Journal Article

Voice treatment in Parkinson’s disease: Patient perspectives


Speech and voice changes are a central feature of the symptom complex of people with Parkinson’s disease (pwPD). Speaking is a social activity involving the pwPD, family, and the wider communicative context. Sensory-motor, cognitive-linguistic, and affective changes in Parkinson’s disease (PD) combine to alter communication, impacting on psycho-social quality-of-life, leading to risks of social withdrawal and increased depression and anxiety. The underlying pathophysiology of speech, voice, and communication difficulties in pwPD is multi-factorial and complex. Sensory-motor changes in the respiratory, phonatory, and articulatory subsystems, underscaling of effort, and central processing problems are further affected by broader cognitive-linguistic difficulties, and non-speech motor deficits. Many studies show that, when pwPD are asked to rate their own voice and how it functions in everyday situations, they show increased voice-related disability and negative impact relative to healthy controls. Voice treatment is integral to improving communication in pwPD. Studies show positive benefits from the perspective of pwPD and carers. Treatment approaches vary from one-to-one to group interventions, a singular focus on increasing loudness to more general voice exercises, and choral singing. The nature and underlying pathophysiology of speech, voice, and communication changes in pwPD are reviewed before exploring the effects of voice treatment programs and pwPD and carer perceptions of their effect. Larger scale, better powered, controlled trials of intervention for voice and speech that measure clinically and socially relevant outcomes are finally underway. Future research should also focus on issues of treatment compliance, practicality (for service delivery and use), and long-term follow-up outcomes. The role of carers in longer-term maintenance represents a further important area of exploration.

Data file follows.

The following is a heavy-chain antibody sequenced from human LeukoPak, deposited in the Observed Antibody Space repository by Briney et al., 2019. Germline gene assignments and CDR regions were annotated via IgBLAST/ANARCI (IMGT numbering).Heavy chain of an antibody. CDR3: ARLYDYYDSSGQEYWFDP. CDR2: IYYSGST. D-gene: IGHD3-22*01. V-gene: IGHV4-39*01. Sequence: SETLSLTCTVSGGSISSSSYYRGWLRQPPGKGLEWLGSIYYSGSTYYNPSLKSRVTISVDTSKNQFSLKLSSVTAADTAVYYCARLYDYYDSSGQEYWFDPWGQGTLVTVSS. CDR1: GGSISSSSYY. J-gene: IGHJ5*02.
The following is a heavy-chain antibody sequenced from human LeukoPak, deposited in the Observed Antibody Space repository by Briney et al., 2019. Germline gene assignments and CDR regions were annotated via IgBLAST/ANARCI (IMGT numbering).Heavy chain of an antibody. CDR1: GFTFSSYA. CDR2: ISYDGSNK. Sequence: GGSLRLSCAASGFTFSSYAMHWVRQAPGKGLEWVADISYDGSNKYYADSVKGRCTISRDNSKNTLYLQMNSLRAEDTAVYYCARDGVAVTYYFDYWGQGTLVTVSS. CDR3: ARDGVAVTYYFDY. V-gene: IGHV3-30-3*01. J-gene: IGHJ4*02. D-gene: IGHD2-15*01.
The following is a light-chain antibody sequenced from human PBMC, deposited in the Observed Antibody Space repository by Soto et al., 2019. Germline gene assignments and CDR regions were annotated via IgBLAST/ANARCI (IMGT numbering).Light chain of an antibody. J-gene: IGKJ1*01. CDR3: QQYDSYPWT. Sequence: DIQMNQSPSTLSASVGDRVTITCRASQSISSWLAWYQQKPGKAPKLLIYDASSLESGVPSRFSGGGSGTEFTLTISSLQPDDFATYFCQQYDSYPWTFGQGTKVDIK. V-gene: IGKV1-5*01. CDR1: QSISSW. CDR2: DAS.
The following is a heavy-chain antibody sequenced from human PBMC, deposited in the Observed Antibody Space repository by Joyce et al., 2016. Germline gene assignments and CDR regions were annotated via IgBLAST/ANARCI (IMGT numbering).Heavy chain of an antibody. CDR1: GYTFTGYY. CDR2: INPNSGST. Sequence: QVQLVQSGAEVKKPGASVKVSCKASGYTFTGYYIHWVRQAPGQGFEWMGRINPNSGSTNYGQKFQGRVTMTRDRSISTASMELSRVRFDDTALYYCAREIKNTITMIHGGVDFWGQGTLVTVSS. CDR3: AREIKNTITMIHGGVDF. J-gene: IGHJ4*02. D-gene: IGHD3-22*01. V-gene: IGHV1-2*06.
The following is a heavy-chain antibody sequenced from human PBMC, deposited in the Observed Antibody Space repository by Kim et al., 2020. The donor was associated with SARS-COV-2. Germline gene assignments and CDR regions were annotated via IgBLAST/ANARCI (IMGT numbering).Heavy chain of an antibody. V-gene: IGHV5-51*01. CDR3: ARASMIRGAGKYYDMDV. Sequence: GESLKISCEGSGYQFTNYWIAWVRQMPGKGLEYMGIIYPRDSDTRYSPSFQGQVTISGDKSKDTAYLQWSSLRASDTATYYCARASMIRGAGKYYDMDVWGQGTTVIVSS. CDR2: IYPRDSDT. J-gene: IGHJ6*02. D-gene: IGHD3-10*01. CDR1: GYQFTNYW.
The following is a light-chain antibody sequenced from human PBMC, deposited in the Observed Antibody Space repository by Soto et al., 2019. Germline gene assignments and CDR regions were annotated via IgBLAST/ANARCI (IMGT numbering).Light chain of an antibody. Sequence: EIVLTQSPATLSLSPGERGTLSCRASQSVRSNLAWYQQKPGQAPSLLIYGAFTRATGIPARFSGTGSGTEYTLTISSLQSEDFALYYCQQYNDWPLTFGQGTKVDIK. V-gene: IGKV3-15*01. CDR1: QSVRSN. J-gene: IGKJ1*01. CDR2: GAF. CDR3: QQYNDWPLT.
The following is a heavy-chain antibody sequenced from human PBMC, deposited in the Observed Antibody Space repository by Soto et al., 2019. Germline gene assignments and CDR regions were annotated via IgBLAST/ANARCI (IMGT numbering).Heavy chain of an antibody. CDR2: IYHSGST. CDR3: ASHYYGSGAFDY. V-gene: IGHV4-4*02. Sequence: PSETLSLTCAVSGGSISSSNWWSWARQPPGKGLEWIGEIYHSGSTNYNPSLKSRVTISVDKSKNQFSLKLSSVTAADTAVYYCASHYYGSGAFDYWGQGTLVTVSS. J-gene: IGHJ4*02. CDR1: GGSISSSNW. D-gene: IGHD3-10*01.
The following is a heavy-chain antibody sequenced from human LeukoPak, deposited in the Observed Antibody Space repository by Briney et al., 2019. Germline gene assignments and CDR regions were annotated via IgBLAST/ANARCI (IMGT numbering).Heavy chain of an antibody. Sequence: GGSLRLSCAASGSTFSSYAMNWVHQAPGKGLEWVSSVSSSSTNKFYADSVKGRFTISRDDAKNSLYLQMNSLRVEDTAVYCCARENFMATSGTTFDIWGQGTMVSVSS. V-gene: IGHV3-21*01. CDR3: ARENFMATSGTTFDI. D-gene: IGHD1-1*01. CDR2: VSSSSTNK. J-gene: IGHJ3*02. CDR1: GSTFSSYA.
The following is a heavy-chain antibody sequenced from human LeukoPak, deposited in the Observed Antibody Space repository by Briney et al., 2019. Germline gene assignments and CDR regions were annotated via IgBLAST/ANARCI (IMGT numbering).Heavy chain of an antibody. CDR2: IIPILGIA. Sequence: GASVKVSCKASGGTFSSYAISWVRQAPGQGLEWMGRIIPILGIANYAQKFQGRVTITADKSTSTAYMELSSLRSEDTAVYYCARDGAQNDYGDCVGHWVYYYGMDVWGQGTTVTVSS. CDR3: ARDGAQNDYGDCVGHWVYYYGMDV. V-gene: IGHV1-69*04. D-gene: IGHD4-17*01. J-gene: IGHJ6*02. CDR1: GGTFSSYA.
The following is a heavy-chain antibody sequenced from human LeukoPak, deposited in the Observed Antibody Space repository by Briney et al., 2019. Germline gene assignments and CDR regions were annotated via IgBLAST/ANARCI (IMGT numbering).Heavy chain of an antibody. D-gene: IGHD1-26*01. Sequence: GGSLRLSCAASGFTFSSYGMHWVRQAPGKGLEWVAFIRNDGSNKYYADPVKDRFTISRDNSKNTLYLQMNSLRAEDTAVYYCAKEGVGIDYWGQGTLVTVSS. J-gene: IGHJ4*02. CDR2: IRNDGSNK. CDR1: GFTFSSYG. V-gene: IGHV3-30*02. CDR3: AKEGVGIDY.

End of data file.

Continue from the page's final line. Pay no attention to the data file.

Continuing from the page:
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Gillivan-Murphy, Patricia
Miller, Nick
Carding, Paul

Oxford Brookes departments

Department of Midwifery, Community and Public Health


Year of publication: 2019
Date of RADAR deposit: 2019-08-21

Creative Commons License This work is licensed under a Creative Commons Attribution-NonCommercial 4.0 International License

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